(Editors note: This is a report by Ella's mother Michele, a very active contributor to www.cpnhelp.org and user of the protocol herself. They began the CAP in the crisis of Ella's rapid deterioration and the change since then is quite remarkable though the story is far from over. It illustrates well the judicious use of steroids to manage inflammatory symptoms while slowly ramping up on the CAP. Most of us have followed Ella's progress with enthusiasm and bated breath. She's kind of become a mascot for many of us more "mature" types, symbolic of the restoration of vigorous life were this treatment started when we were younger! We will add to this update as her treatment progresses.)
Body response, often an immune/cytokine response, to infection or other foriegn agent.
I am very excited to present the following article that summarizes Dr. Stratton's recent observations on Chlamydia pneumoniae infection. Putting it together has contributed greatly to my own understanding of Cpn as well as to my appreciation of Dr. Stratton's generosity with his time, and his great depth of knowledge of this area. Thanks to him for his contribution.
Jim KRecent observations by Dr
Recent observations by Dr. Charles Stratton on Chlamydia Pneumoniae (Cpn) Infection
I don't believe we have this linked to our Research Pages (Marie?). This is a brilliant dissertation from the Finnish group, some of the world's experts on Cpn as some of the faculty in Helsinki were part of the original group who discovered the very existence of Cpn.
This dissertation demonstrates a number of important findings:
- Repeated infection with Cpn "...induced persistent chlamydial DNA and inflammation in lung tissue and development of mouse Hsp60 autoantibodies."
- Repeated infection with Cpn "...significantly increased subendothelial lipid accumulation in the aortic sinus area."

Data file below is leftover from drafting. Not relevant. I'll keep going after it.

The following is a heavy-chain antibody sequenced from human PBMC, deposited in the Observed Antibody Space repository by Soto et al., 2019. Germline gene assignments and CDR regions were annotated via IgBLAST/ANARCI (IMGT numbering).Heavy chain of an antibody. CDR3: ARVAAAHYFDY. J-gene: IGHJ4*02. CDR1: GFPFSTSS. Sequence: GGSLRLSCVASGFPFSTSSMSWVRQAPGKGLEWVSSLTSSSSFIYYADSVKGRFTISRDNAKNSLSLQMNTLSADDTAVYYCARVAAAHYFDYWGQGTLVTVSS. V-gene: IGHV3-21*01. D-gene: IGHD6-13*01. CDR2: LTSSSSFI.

- That "A flavonoid, luteolin, was shown to effectively decrease the chlamydial load and inflammatory reactions in lung tissue." Note: luteolin is not the same as lutein.
- Conventional antimicrobial treatments are not effectively to eradicate persistent infection.
Experimental Chlamydia pneumoniae infection model: effects of repeated inoculations and treatment
Lääketieteellinen tiedekunta, Oulun yliopisto
Russell Farris and Per Marin MD PhD
The potbelly syndrome: how common germs cause obesity, diabetes and heart disease.
Basic Health Publications Inc, Laguna Beach, CA
Pp 246 ~ Paperback $17.95 (US) $23.95 (Canada)
Reviewed by David Wheldon MB FRCPath
This book explains how common, non-resolving intracellular infections can, over long periods of time, subvert the body's defences by causing chronic elevation of cortisol while provoking chronic activation of pro-inflammatory cytokines; this has serious repercussions, including type II diabetes, atheroma and heart disease. Much of what we put down to ageing is caused by chronic infection.
I have culled from Mitchell & Stratton patent #6,884,784 an exhaustive list of diseases where Cpn has been implicated as a possible cause or co-factor (reference: Mitchell & Stratton patent #6,884,784):